The inflammatory mediators involved in ventricular remodeling and dysfunction can be produced by cells in the heart tissue, by infiltrating immune cells, or can be of extra-cardiac origin (Van Linthout and Tschope, 2017). Multiple factors may be responsible for the induction of inflammatory genes in the pressure-overloaded heart, including neurohumoral mediators, reactive oxygen species, as well as direct activation of mechanosensitive pro-inflammatory signals in the myocardium (Van Linthout and Tschope, 2017). Chemokines can recruit inflammatory cells into the pressure-overloaded myocardium. In addition to their chemotactic role, chemokines can stimulate release of pro-inflammatory cytokines, thus contributing to the amplified activation of inflammatory processes. Pro-inflammatory cytokines and chemokines can contribute to ventricular remodeling and dysfunction through various mechanisms, including negative inotropic effects on the myocardium, cardiomyocyte hypertrophy, cardiomyocyte apoptosis, and extracellular matrix alterations (Mann, 2015).
Elevated plasma levels of the chemokines CXCL10, CXCL12, CXCL13, and CXCL16 have been observed in PAH patients (Heresi et al., 2010). Importantly, CXCL10, CXCL12, and CXCL16 levels significantly correlated with RV function (Yang et al., 2014). Elevated plasma levels of a chemokine CXCL9 have been observed in a murine model of PAB-induced RV pressure overload (Vistnes et al., 2010). Further, marked upregulation of several chemokines, including CCL2, CCL5, CXCL6, CXCL10, CXCL16, and CX3CL1, was detected in the right ventricle of mice subjected to PAB (Waehre et al., 2012). Similarly, in female ovariectomized rats with severe angioproliferative PH due to blockade of VEGF receptor and exposure to chronic hypoxia, upregulation of CCL2 mRNA in the right ventricle has been reported (Frump et al., 2015).
TNF-α is a key multifunctional cytokine with pleiotropic actions in various inflammatory processes (Feldman et al., 2000). Although the normal heart does not express TNF-α, its mRNA and protein expression is rapidly induced in response to pressure overload (Kapadia et al., 1997). High levels of TNF-α have been shown to lead to left ventricular remodeling and dysfunction in animal models with long-term infusion of TNF-α, as well as in transgenic animals with targeted cardiac overexpression (Kubota et al., 1997; Bozkurt et al., 1998; Bryant et al., 1998). In contrast, TNF-α deficiency was associated with attenuation of cardiac inflammation and amelioration of adverse left ventricular remodeling and dysfunction in mice subjected to transverse aortic constriction (Sun et al., 2007). Consistent with findings from animal studies implicating TNF-α in the pathogenesis of heart failure, circulating levels of TNF-α have consistently been shown to be elevated in patients with chronic heart failure (Liu et al., 2014).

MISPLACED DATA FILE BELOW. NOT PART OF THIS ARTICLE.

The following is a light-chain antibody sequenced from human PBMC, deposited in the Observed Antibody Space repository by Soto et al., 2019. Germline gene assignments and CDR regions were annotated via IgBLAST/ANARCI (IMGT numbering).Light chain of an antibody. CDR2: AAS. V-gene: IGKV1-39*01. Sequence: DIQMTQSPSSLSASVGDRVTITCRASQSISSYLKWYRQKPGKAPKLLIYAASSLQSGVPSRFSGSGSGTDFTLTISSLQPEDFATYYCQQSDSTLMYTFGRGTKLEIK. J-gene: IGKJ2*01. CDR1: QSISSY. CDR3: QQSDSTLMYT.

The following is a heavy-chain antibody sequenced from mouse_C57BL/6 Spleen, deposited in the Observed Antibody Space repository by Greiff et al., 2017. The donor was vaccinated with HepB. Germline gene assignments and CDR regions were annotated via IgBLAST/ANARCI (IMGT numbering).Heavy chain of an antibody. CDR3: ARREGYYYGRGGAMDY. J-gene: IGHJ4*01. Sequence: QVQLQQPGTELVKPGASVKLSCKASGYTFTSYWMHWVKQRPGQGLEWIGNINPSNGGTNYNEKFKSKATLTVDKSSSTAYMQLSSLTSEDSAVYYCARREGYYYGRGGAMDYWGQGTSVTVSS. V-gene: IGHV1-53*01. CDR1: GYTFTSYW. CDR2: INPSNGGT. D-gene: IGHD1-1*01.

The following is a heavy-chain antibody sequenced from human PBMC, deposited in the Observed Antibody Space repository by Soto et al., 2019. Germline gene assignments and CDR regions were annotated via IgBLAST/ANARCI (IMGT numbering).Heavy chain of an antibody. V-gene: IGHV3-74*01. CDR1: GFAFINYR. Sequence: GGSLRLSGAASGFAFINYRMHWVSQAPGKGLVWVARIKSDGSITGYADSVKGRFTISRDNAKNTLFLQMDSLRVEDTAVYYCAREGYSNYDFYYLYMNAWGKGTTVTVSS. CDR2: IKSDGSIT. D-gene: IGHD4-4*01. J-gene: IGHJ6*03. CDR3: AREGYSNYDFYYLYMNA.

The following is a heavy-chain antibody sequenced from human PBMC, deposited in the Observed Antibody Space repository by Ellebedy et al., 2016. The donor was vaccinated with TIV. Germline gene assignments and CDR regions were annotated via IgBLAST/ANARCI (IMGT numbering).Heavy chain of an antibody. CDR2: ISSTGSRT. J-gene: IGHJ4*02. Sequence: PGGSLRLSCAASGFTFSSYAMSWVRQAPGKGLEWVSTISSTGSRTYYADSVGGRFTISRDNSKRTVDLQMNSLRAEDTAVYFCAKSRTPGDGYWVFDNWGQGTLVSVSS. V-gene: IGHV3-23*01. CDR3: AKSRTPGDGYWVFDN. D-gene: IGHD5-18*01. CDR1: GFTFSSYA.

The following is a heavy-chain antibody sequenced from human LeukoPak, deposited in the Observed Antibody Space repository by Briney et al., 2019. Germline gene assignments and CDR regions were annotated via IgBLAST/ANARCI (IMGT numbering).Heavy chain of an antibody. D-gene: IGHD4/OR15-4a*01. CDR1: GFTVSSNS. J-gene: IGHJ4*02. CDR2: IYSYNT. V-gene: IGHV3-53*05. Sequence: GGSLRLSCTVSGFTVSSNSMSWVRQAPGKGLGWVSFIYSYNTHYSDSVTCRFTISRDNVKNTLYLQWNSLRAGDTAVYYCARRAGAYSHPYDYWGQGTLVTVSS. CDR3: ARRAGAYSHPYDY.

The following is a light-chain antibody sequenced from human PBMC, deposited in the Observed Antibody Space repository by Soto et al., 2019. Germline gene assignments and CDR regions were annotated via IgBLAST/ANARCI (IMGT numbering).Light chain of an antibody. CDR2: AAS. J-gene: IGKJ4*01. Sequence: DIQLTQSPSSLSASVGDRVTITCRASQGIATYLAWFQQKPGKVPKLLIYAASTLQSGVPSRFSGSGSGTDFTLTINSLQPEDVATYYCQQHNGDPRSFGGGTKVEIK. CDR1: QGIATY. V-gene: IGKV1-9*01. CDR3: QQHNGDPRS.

Involvement of TNF-α in the pathogenesis of RV failure has been suggested by demonstrating a relationship between TNF-α mRNA and protein expression in right ventricles of donor hearts immediately before implantation and the development of right heart failure early after transplantation (Birks et al., 2000). Further, a relationship between circulating levels of TNF-α and several parameters of RV failure, including severity of peripheral edema, RV ejection fraction and NYHA functional class, has been shown in patients with right heart failure related to ischemic heart disease or idiopathic dilated cardiomyopathy (Odeh et al., 2006). In line with these observations, expression of TNF-α has been shown to be upregulated in the right ventricle in various animal models of pressure overload-induced RV remodeling and failure, including PAB in mice (Luitel et al., 2017), monocrotaline-induced PH in rats (Ahmed et al., 2014; Moreira-Goncalves et al., 2015; Nogueira-Ferreira et al., 2016; Rice et al., 2016; Wang et al., 2016; Alencar et al., 2017), and prolonged overcirculation-induced PH in piglets (Rondelet et al., 2012; Belhaj et al., 2013). Notably, decompensated RV failure in monocrotaline-injected rats was associated with higher serum and RV myocardial TNF-α expression levels compared with compensated RV hypertrophy (Campian et al., 2010; Paulin et al., 2015).